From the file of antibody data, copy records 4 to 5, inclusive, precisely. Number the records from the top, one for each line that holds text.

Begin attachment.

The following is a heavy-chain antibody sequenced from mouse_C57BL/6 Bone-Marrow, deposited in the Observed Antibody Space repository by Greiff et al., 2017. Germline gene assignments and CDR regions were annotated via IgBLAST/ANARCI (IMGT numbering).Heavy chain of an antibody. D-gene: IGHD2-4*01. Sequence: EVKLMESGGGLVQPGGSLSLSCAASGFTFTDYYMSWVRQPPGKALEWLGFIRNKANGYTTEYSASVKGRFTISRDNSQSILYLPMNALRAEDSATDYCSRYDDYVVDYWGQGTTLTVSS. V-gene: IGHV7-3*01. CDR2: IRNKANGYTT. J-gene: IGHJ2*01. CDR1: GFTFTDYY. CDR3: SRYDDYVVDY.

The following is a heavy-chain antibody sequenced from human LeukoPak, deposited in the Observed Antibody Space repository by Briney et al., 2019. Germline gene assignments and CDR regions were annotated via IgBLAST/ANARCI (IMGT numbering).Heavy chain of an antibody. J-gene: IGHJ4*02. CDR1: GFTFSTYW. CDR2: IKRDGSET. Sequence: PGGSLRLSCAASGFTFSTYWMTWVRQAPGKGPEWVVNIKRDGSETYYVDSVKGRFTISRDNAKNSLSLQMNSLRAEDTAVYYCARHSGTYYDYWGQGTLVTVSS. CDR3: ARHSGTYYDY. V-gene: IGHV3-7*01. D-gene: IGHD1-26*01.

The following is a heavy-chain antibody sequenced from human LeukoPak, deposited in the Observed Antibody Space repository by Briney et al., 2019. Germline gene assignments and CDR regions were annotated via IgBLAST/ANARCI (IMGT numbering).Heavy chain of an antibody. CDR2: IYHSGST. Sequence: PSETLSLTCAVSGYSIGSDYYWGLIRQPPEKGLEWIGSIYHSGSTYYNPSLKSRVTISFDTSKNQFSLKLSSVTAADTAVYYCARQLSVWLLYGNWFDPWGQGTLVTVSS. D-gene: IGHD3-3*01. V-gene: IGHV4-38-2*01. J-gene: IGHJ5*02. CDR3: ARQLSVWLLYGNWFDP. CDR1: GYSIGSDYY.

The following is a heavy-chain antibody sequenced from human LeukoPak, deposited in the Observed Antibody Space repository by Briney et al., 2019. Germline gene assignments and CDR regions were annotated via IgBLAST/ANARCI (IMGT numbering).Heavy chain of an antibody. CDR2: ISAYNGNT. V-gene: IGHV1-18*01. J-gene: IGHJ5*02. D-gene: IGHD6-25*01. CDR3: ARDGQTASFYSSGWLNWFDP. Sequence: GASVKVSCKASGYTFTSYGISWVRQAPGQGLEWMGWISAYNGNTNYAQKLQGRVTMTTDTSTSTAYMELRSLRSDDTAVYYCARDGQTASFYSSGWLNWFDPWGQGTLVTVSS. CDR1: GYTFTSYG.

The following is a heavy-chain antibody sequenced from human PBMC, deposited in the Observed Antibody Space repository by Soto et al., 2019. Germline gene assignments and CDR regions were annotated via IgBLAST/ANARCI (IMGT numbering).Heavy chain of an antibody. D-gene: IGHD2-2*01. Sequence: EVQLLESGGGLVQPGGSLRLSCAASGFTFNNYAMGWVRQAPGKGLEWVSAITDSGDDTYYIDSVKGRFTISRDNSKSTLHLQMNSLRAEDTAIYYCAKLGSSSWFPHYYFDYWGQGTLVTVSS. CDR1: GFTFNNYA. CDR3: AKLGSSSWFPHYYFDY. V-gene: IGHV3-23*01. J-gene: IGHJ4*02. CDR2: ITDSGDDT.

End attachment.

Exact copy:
The following is a heavy-chain antibody sequenced from human LeukoPak, deposited in the Observed Antibody Space repository by Briney et al., 2019. Germline gene assignments and CDR regions were annotated via IgBLAST/ANARCI (IMGT numbering).Heavy chain of an antibody. CDR2: ISAYNGNT. V-gene: IGHV1-18*01. J-gene: IGHJ5*02. D-gene: IGHD6-25*01. CDR3: ARDGQTASFYSSGWLNWFDP. Sequence: GASVKVSCKASGYTFTSYGISWVRQAPGQGLEWMGWISAYNGNTNYAQKLQGRVTMTTDTSTSTAYMELRSLRSDDTAVYYCARDGQTASFYSSGWLNWFDPWGQGTLVTVSS. CDR1: GYTFTSYG.

The following is a heavy-chain antibody sequenced from human PBMC, deposited in the Observed Antibody Space repository by Soto et al., 2019. Germline gene assignments and CDR regions were annotated via IgBLAST/ANARCI (IMGT numbering).Heavy chain of an antibody. D-gene: IGHD2-2*01. Sequence: EVQLLESGGGLVQPGGSLRLSCAASGFTFNNYAMGWVRQAPGKGLEWVSAITDSGDDTYYIDSVKGRFTISRDNSKSTLHLQMNSLRAEDTAIYYCAKLGSSSWFPHYYFDYWGQGTLVTVSS. CDR1: GFTFNNYA. CDR3: AKLGSSSWFPHYYFDY. V-gene: IGHV3-23*01. J-gene: IGHJ4*02. CDR2: ITDSGDDT.